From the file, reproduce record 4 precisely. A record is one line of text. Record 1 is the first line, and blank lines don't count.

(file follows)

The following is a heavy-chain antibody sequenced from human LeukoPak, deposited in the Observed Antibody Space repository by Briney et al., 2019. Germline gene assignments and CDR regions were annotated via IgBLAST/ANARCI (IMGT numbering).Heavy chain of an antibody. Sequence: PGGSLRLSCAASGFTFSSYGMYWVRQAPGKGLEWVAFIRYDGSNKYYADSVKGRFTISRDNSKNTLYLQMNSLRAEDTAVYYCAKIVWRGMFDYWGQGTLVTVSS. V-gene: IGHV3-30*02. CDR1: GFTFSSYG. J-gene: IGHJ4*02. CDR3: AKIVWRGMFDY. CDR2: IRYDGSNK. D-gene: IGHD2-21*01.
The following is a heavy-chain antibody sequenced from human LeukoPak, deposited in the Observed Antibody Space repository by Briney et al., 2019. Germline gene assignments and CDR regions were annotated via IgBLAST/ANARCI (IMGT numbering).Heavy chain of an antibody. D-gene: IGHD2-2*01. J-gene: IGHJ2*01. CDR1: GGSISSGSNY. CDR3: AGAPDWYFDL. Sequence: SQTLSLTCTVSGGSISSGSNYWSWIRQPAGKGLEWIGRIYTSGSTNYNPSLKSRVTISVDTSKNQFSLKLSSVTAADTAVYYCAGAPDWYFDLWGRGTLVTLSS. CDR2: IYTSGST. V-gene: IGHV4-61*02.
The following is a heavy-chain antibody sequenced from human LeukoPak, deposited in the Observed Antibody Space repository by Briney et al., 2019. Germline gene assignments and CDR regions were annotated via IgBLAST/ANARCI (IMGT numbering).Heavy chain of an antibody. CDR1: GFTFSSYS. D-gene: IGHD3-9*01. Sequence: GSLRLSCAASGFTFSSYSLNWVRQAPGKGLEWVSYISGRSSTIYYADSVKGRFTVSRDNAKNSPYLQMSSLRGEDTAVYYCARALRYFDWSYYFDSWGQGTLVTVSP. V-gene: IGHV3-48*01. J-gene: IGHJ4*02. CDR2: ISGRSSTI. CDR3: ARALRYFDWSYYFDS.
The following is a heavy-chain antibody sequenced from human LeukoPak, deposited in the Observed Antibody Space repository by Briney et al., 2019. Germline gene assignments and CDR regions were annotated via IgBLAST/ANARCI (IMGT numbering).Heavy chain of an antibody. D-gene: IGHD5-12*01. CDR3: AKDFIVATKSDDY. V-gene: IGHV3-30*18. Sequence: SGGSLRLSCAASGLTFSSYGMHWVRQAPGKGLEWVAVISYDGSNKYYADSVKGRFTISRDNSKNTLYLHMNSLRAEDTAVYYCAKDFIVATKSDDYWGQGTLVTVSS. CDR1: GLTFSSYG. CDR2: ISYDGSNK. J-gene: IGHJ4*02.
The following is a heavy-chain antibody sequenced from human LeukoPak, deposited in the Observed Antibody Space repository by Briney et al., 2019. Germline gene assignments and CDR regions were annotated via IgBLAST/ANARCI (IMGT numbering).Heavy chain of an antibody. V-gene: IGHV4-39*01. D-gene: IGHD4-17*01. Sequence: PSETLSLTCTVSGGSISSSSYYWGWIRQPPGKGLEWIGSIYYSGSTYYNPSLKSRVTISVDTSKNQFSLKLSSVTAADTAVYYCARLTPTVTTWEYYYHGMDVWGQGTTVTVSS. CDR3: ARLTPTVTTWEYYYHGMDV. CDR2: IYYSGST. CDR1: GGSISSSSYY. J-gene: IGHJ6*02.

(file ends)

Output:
The following is a heavy-chain antibody sequenced from human LeukoPak, deposited in the Observed Antibody Space repository by Briney et al., 2019. Germline gene assignments and CDR regions were annotated via IgBLAST/ANARCI (IMGT numbering).Heavy chain of an antibody. D-gene: IGHD5-12*01. CDR3: AKDFIVATKSDDY. V-gene: IGHV3-30*18. Sequence: SGGSLRLSCAASGLTFSSYGMHWVRQAPGKGLEWVAVISYDGSNKYYADSVKGRFTISRDNSKNTLYLHMNSLRAEDTAVYYCAKDFIVATKSDDYWGQGTLVTVSS. CDR1: GLTFSSYG. CDR2: ISYDGSNK. J-gene: IGHJ4*02.